Mies van der Rohe and Eric Ripert have a lot in common. They're exacting about their respective crafts, uncompromising in vision, and dedicated to the honest yet inventive use of materials/ingredients. Philip Johnson, too, to a limited extent.
So it made sense to kick off our big Date Night with drinks at the Four Seasons. A dream come true for me. I got to sit with the old guys who were knocking back a few after managing their hedge funds. Or so I assume. I mean, they were wearing bow ties. Otherwise, who could these people be?
The space has aged a bit more than I would think, sort of in that midcentury modern institutional way. But it's still a timeless classic, and I had the feeling of standing on hallowed ground. If only the sublime Rothkos were actually in their intended home.
I can't vouch for the food, but the restaurant is still meticulous about every detail. The toilet paper in the women's restroom bathes in soft incandescent glow underneath custom marble light fixtures. Never seen that touch before. Drinks come from the old school boy's club of Manhattan bartending; no freshly squeezed juice cocktails found here. Then it's on to the new wave of perfection...
Thanks to recent episodes of Top Chef, the general public is more familiar than ever with he of the resplendent silver mane, steely sexy gaze, and the thick French-accented gentle voice. While not quite yet at Mario levels, the revered Eric Ripert seems to maintain a very busy media schedule.
The Le Bernardin tasting menu is a march of flawless technique and sophistication I will NEVER be able to cook myself. I'm easily impressed by all the finishing flourishes, whether it's a staggeringly subtle lemongrass infusion poured around a perfect hunk of poached halibut, or heavy red wine brandy sauce and truffled potato emulsion added to the hearty roasted monkfish, which is also prettied up with a few judiciously added fava beans, black trumpet mushrooms, and one Brussels sprout leaf. Thin textured skate, which I'd never experienced as anything particularly special, comes alive with razor-thin mango slices, and quiet spicy pepper and lime notes. Only the supple octopus amuse bouche and the intriguing corn themed dessert were delivered to the table as-is.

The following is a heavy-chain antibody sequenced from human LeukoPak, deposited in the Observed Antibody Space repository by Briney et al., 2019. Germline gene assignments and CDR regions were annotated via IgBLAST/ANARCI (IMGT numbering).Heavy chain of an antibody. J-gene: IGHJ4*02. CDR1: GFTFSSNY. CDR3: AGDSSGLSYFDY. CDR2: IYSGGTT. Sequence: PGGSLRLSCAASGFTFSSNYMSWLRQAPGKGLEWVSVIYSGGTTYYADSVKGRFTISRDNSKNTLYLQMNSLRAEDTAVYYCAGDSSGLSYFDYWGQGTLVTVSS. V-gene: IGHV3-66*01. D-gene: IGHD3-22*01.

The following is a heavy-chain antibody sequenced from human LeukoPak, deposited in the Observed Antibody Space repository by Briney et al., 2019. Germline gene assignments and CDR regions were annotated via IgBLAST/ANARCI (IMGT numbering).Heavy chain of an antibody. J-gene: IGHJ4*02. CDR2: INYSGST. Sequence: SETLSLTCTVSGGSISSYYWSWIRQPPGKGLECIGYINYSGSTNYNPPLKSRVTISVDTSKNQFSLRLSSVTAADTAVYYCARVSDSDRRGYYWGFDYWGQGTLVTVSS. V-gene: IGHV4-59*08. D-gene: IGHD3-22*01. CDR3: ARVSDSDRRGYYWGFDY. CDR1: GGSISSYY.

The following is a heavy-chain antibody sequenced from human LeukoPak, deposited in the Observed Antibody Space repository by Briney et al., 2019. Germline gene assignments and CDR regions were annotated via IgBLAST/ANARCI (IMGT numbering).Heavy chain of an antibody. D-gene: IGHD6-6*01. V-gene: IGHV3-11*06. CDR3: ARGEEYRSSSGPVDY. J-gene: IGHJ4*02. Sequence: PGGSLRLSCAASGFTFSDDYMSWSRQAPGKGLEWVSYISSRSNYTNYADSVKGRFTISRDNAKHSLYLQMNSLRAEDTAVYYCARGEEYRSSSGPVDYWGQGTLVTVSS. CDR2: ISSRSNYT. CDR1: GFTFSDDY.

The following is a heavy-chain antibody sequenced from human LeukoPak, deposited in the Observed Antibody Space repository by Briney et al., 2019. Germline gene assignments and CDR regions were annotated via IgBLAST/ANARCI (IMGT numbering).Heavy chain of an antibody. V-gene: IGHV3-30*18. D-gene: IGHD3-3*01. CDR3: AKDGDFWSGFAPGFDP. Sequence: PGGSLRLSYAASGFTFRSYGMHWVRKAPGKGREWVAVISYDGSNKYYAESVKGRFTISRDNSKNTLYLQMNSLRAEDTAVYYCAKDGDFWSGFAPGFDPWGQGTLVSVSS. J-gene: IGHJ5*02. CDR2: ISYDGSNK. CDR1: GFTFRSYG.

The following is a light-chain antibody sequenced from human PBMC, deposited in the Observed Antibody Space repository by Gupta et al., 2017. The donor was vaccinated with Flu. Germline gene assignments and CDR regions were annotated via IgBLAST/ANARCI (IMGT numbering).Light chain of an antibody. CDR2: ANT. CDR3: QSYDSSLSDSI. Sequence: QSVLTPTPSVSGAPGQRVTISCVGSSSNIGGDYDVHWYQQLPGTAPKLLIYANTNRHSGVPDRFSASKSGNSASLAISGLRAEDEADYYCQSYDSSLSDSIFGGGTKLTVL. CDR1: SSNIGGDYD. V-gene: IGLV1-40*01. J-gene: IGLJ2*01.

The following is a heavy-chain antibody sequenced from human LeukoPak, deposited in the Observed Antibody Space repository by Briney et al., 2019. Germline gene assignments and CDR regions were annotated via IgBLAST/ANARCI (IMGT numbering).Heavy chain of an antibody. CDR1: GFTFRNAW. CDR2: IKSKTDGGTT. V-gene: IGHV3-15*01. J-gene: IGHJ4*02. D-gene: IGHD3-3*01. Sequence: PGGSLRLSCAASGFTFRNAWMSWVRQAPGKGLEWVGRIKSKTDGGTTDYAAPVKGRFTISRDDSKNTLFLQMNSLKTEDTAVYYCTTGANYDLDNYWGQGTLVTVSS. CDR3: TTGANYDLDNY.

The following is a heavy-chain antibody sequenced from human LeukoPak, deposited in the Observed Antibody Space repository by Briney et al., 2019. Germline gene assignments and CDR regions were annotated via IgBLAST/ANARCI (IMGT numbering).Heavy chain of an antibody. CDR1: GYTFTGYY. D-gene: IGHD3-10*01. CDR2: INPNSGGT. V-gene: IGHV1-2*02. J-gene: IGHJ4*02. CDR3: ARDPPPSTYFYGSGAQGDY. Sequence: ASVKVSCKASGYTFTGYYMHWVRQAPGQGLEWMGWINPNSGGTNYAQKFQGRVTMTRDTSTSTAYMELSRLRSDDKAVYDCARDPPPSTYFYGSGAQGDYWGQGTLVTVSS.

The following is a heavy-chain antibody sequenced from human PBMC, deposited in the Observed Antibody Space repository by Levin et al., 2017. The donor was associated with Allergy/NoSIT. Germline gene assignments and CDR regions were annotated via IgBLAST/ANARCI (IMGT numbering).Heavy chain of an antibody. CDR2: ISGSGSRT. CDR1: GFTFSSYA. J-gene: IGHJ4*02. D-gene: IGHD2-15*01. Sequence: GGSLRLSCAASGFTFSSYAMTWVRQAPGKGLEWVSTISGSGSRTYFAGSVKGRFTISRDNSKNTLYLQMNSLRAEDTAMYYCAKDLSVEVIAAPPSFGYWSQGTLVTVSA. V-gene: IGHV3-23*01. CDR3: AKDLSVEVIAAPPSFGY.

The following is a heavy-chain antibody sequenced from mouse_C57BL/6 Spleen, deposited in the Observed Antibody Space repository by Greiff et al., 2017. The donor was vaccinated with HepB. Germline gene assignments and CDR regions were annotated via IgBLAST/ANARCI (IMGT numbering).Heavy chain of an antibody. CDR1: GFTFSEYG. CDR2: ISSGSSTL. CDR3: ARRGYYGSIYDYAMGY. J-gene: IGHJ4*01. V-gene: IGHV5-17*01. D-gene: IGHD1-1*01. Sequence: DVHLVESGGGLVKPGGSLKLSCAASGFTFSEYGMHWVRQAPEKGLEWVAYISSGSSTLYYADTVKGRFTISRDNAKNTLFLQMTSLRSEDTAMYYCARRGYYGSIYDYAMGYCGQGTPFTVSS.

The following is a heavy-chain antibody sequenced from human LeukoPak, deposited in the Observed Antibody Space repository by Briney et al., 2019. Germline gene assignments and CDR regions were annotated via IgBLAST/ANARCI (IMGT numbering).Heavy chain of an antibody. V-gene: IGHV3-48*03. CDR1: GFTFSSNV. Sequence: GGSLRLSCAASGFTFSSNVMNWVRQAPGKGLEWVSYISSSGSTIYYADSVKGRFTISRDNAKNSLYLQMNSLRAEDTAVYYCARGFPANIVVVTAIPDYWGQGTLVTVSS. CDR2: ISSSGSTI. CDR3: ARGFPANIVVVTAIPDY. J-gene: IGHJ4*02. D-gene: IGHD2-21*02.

This kind of quality comes at a price, of course. New record: $30 for a glass of wine, of which I can purchase a bottle for just twice that amount at Wally's. Ouch. I do, however, thank them for introducing us to the remarkable Muscat Grand Cru Spiegel from Domaine Dirler-Cade. I loved it as much as the peekytoe crab with shaved cauliflower and mustard emulsion, its companion dish.
Unfortunately, Midtown sets the tone of the restaurant. Ample expense accounts are easing the pain of most of those three and four-figure meals being eaten on that Tuesday night. There's an uptightness (duh) to the business formal wood and leather-laden room.
I can't really sit back and breathe easy -- comfort isn't Le Bernardin's forte, neither in attitude nor cuisine (which isn't to say we received rude service. Quite the contrary.) The sommeliers wear medallions that double as tasting cups, which are prizes from a competition. Yes, we KNOW you know your shit.
At the end of the night I ended up with three prized matchbooks to add my collection. That Four Seasons martini gave me the courage to march into 21 Club, making the evening an experience of a Midtown classic restaurant trifecta.
99 East 52nd Street, NY 10022
155 West 51st Street (between 6th & 7th Aves.), NY 10019